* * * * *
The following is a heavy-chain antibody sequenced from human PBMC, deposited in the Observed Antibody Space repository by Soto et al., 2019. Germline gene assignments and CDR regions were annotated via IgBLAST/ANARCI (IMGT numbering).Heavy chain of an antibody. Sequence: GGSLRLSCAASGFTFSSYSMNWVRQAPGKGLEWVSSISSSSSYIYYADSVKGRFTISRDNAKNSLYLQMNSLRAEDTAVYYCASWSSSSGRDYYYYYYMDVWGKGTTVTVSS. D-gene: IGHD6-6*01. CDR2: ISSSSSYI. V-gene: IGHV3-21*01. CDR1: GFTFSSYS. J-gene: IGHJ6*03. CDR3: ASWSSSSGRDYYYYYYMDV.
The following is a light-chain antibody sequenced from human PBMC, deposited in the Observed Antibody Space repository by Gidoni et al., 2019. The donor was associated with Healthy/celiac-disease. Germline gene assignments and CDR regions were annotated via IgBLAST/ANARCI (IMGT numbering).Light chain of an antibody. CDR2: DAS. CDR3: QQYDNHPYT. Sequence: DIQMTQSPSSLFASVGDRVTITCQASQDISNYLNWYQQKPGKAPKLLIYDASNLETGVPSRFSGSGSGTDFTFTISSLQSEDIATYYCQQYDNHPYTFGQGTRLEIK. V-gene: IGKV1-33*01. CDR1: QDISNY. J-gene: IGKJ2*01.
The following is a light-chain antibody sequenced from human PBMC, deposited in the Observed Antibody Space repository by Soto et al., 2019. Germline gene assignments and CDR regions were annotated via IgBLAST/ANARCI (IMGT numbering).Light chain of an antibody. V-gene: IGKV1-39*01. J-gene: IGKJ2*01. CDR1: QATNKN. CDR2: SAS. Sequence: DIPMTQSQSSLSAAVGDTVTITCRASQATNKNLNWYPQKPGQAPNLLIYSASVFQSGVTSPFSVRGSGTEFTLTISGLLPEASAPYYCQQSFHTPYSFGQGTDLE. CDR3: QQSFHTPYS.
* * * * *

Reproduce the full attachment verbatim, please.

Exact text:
The following is a heavy-chain antibody sequenced from human PBMC, deposited in the Observed Antibody Space repository by Soto et al., 2019. Germline gene assignments and CDR regions were annotated via IgBLAST/ANARCI (IMGT numbering).Heavy chain of an antibody. Sequence: GGSLRLSCAASGFTFSSYSMNWVRQAPGKGLEWVSSISSSSSYIYYADSVKGRFTISRDNAKNSLYLQMNSLRAEDTAVYYCASWSSSSGRDYYYYYYMDVWGKGTTVTVSS. D-gene: IGHD6-6*01. CDR2: ISSSSSYI. V-gene: IGHV3-21*01. CDR1: GFTFSSYS. J-gene: IGHJ6*03. CDR3: ASWSSSSGRDYYYYYYMDV.
The following is a light-chain antibody sequenced from human PBMC, deposited in the Observed Antibody Space repository by Gidoni et al., 2019. The donor was associated with Healthy/celiac-disease. Germline gene assignments and CDR regions were annotated via IgBLAST/ANARCI (IMGT numbering).Light chain of an antibody. CDR2: DAS. CDR3: QQYDNHPYT. Sequence: DIQMTQSPSSLFASVGDRVTITCQASQDISNYLNWYQQKPGKAPKLLIYDASNLETGVPSRFSGSGSGTDFTFTISSLQSEDIATYYCQQYDNHPYTFGQGTRLEIK. V-gene: IGKV1-33*01. CDR1: QDISNY. J-gene: IGKJ2*01.
The following is a light-chain antibody sequenced from human PBMC, deposited in the Observed Antibody Space repository by Soto et al., 2019. Germline gene assignments and CDR regions were annotated via IgBLAST/ANARCI (IMGT numbering).Light chain of an antibody. V-gene: IGKV1-39*01. J-gene: IGKJ2*01. CDR1: QATNKN. CDR2: SAS. Sequence: DIPMTQSQSSLSAAVGDTVTITCRASQATNKNLNWYPQKPGQAPNLLIYSASVFQSGVTSPFSVRGSGTEFTLTISGLLPEASAPYYCQQSFHTPYSFGQGTDLE. CDR3: QQSFHTPYS.